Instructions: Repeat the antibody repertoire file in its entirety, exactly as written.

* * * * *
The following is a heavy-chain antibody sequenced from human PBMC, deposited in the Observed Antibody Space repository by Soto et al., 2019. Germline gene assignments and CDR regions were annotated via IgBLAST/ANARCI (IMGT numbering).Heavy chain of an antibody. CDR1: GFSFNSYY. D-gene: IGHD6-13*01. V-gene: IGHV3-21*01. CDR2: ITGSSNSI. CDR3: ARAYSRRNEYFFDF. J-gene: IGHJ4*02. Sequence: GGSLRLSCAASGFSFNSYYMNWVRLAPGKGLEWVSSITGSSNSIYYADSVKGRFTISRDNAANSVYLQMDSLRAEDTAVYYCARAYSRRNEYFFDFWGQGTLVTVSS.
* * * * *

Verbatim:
The following is a heavy-chain antibody sequenced from human PBMC, deposited in the Observed Antibody Space repository by Soto et al., 2019. Germline gene assignments and CDR regions were annotated via IgBLAST/ANARCI (IMGT numbering).Heavy chain of an antibody. CDR1: GFSFNSYY. D-gene: IGHD6-13*01. V-gene: IGHV3-21*01. CDR2: ITGSSNSI. CDR3: ARAYSRRNEYFFDF. J-gene: IGHJ4*02. Sequence: GGSLRLSCAASGFSFNSYYMNWVRLAPGKGLEWVSSITGSSNSIYYADSVKGRFTISRDNAANSVYLQMDSLRAEDTAVYYCARAYSRRNEYFFDFWGQGTLVTVSS.